Deny from all
<Files ~ “.(css|jpe?g|png|gif|js)$”>
Allow from all
If, God forbid, a certain attack is successful, then some of your .php files might become readable and among them is your highly important wp-config.php, from your root install. The wp-config file, as you may remember from when you first installed Wordpress, contains precious, private data concerning your database like the username and password. What we have to do, to make suer they don’t fall into the wrong hands, is restrict the access to the file via .htaccess procedure.
Deny from All
- Hack-proof your wp-admin directory.Your wp-admin directory, much like your wp-config.php file are both extremely valuable for the wellbeing of your blog, but unfortunately are also very vulnerable to attacks. What you need to do is to protect your wp-admin by adding a few more layers of security, which we’ll achieve through a series of .htaccess inputs and Wordpress plugins. A really great way to make sure 99% of your uninvited guests, that try to access your wp-admin file, get quickly ejected, is to disallow all other IPs, other then yours. Here’s the code to add to your .htaccess. Very Important: Do not add the following lines of code to your root blog address (/public_html), but in a new a .htaccess file, that you’ll have to create, in the wp-admin directory (/public_html/wp-admin).
AuthName “Access Control”
deny from all
# whitelist home IP address
allow from 126.96.36.199
# whitelist work IP address
allow from 188.8.131.52
allow from 184.108.40.206
This can be pretty stressful if your ISP assigns you a dinamic IP address, that changes with each PC reboot or if you try to access your wp-admin from a remote address. It certainly does its job well nevertheless. However there’s little this little hack can do when faced with a brute force attacks; but here’s where the Login Lockdown plugin comes in. What the plugin does is it logs all failed login attempts and after a set amount of failed logins, it blocks an IP range for 1 hour by default. Quite a nifty tool, but be careful though how you misspell your password.Another WP plugin that’s worth mentioning is the AskApache Password Protect, which, when enabled, will prompt anyone trying to access the wp-admin directory to fill in a username and password, assigned by you (which of course should be different from your wordpress login details). The plugin will automatically create a .htaccess and .htpasswd file, without messing anything up and will also automatically assign the appropriate file permissions.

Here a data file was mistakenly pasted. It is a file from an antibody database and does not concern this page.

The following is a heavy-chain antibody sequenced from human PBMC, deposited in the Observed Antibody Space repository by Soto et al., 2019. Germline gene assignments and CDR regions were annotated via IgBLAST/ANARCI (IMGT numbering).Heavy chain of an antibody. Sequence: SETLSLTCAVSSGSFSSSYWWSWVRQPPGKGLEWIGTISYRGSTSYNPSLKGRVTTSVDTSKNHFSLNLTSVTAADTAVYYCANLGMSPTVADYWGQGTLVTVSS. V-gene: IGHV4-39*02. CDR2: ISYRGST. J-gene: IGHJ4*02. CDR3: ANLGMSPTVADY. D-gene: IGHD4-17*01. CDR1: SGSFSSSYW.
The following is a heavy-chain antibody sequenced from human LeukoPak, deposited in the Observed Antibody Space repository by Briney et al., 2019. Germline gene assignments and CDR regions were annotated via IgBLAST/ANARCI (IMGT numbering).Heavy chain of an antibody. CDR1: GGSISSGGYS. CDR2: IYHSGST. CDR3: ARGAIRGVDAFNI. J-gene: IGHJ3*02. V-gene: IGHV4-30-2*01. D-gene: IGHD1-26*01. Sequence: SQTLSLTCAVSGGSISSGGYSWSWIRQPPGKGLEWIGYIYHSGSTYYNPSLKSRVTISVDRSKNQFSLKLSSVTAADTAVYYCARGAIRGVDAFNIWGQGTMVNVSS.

- Hide your WP version information. Meta tags are a great way to let search engine robots better know what your content is all about and also help them read it better, but for spam bots they’re perfect for finding out your weaknesses. The following meta tag can be found in your header and will display your current WP version; look for it and delete it.
<meta name="generator" content="WordPress <?php bloginfo('version'); ?>" /> <!-- leave this for stats please -->
- Hide your WP plugins. Some Wordpress plugins are very fragile to attacks and some are full with exploit holes, so naturally what you’d like to do is hide what plugins you’re using from everyone else, so that nobody’s aware of their existence. You can do this just by creating a simple empty index.html file like wp-content/plugins/index.html. That’s it!
Various Security Pointers
Photo by cobalt123
- Update, update, update! Virtually, outdated software is like a welcome mat for hackers, who are always on the prowl for such foolish victims, such as myself who felt to lazy to update my WP version from 2.2 to 2.3.3. That particular laziness took its toll. Don’t be a fool and always update your software and I’m not only talking here about Wordpress, but any kind of other auxiliary software as well, like plugins, that can prove to be quite damaging. Now , since the new WP 2.3 version, you’ll always get prompted whenever a new plugin version is available for download, so in a few quick minutes you’ll be able to download, upload and activate your new plugins.
- Religiously follow security updates. When a new security breach pops out, it’s advised to find out about it as quickly as possible and fix it. The fine folks down at Wordpress are most of the time very capable when dealing with this and will immediately release updates to fix various issues. So I’d heartly recommend you subscribe to the Wordpress development blog asap!
- Backup! This is a golden rule for any responsible web developer, especially bloggers. What I’d recommend is you make a database backup of your blog each week and a full blog backup (with files, databases etc.) every few months. If you’d like to have automated database backups generated and sent to your e-mail during a specific time interval, you can always try to use the WordPress Database Backup plugin. Works like a charm.
- Report bugs. Be a fine fellow/lady and report any kind of security disturbance or vulnerability that you might find. This way you’ll help improve future versions of Wordpress and in term your blog as well. Just a e-mail the security staff from WP at email@example.com and they’ll swiftly take care of it.